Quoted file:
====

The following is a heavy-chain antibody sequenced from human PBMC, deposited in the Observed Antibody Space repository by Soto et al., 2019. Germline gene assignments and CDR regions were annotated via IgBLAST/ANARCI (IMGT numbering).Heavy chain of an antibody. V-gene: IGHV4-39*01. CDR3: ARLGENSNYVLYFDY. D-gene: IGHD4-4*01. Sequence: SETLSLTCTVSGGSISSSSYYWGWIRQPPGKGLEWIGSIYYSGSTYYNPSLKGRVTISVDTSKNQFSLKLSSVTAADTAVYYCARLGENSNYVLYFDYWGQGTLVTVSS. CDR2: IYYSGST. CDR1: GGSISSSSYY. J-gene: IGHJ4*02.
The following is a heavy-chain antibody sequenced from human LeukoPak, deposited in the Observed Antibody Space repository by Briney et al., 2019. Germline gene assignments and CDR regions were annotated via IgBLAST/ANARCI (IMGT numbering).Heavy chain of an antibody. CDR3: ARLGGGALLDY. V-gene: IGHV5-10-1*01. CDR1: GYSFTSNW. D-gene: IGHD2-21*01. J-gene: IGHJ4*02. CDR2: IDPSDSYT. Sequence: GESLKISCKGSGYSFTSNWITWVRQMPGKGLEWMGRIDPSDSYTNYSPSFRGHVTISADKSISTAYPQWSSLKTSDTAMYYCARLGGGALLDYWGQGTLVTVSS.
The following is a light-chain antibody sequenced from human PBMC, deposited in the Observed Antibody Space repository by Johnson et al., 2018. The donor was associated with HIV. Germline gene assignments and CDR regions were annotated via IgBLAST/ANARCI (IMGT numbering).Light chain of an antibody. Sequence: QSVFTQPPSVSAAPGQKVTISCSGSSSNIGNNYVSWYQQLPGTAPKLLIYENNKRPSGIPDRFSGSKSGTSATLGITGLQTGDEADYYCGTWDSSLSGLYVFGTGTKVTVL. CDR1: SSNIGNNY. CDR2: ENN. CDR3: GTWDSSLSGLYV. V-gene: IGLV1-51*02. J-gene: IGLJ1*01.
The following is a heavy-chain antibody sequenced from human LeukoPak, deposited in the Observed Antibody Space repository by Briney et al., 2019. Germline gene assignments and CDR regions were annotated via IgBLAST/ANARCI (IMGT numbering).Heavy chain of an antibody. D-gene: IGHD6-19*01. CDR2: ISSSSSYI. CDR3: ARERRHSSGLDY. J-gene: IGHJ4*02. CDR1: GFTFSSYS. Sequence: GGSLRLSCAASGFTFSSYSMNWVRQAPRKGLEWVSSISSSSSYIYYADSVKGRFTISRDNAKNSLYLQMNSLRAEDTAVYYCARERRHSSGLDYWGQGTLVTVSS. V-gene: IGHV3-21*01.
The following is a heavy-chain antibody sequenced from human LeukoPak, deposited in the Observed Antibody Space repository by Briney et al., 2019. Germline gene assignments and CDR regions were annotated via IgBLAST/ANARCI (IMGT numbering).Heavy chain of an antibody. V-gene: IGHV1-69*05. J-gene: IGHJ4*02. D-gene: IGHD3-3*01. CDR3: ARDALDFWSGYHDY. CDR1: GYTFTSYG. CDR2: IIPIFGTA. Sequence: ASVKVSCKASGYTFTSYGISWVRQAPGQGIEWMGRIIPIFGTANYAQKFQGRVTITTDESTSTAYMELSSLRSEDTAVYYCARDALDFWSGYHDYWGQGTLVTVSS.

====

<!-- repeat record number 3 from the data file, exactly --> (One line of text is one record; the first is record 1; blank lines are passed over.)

The following is a light-chain antibody sequenced from human PBMC, deposited in the Observed Antibody Space repository by Johnson et al., 2018. The donor was associated with HIV. Germline gene assignments and CDR regions were annotated via IgBLAST/ANARCI (IMGT numbering).Light chain of an antibody. Sequence: QSVFTQPPSVSAAPGQKVTISCSGSSSNIGNNYVSWYQQLPGTAPKLLIYENNKRPSGIPDRFSGSKSGTSATLGITGLQTGDEADYYCGTWDSSLSGLYVFGTGTKVTVL. CDR1: SSNIGNNY. CDR2: ENN. CDR3: GTWDSSLSGLYV. V-gene: IGLV1-51*02. J-gene: IGLJ1*01.